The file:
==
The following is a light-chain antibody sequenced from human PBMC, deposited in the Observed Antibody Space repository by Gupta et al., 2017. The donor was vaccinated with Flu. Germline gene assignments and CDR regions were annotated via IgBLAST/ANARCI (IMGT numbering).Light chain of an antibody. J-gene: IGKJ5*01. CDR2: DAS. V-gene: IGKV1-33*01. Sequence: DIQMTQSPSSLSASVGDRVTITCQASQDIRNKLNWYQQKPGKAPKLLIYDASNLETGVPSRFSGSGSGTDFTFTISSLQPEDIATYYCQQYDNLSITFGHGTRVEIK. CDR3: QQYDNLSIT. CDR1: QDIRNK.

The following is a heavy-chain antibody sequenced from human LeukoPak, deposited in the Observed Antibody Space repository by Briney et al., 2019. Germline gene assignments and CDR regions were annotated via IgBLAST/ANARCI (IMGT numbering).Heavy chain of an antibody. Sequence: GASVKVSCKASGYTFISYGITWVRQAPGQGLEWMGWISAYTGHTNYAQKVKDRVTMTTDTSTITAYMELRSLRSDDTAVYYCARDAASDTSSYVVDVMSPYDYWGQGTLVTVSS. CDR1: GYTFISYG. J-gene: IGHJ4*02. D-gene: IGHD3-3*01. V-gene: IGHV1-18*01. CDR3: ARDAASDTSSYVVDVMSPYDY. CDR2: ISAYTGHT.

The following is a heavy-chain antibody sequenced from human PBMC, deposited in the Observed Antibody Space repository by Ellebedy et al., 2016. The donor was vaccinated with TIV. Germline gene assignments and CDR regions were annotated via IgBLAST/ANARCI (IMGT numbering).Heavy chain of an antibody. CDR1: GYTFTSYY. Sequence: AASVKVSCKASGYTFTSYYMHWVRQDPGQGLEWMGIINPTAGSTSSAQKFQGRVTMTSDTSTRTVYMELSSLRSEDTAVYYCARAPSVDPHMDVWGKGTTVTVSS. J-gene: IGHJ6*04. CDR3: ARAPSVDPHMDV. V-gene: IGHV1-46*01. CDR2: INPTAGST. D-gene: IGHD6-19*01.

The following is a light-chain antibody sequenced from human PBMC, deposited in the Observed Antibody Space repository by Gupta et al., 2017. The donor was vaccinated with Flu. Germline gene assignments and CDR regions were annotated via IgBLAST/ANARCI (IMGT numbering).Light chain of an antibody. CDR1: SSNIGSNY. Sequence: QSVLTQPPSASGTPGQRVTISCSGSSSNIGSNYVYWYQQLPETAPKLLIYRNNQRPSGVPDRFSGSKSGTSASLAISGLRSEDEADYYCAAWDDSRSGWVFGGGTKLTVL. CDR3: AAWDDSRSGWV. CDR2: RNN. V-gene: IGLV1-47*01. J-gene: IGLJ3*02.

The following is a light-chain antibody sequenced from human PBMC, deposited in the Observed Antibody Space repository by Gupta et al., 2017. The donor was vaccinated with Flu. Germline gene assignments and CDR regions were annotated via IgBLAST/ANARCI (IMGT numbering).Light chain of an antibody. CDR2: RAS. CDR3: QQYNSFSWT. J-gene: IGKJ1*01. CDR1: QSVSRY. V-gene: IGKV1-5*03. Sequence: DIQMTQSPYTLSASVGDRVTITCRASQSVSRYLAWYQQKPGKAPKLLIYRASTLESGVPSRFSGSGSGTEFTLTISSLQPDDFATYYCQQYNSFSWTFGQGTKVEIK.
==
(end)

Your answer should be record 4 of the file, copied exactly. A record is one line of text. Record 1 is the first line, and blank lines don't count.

The following is a light-chain antibody sequenced from human PBMC, deposited in the Observed Antibody Space repository by Gupta et al., 2017. The donor was vaccinated with Flu. Germline gene assignments and CDR regions were annotated via IgBLAST/ANARCI (IMGT numbering).Light chain of an antibody. CDR1: SSNIGSNY. Sequence: QSVLTQPPSASGTPGQRVTISCSGSSSNIGSNYVYWYQQLPETAPKLLIYRNNQRPSGVPDRFSGSKSGTSASLAISGLRSEDEADYYCAAWDDSRSGWVFGGGTKLTVL. CDR3: AAWDDSRSGWV. CDR2: RNN. V-gene: IGLV1-47*01. J-gene: IGLJ3*02.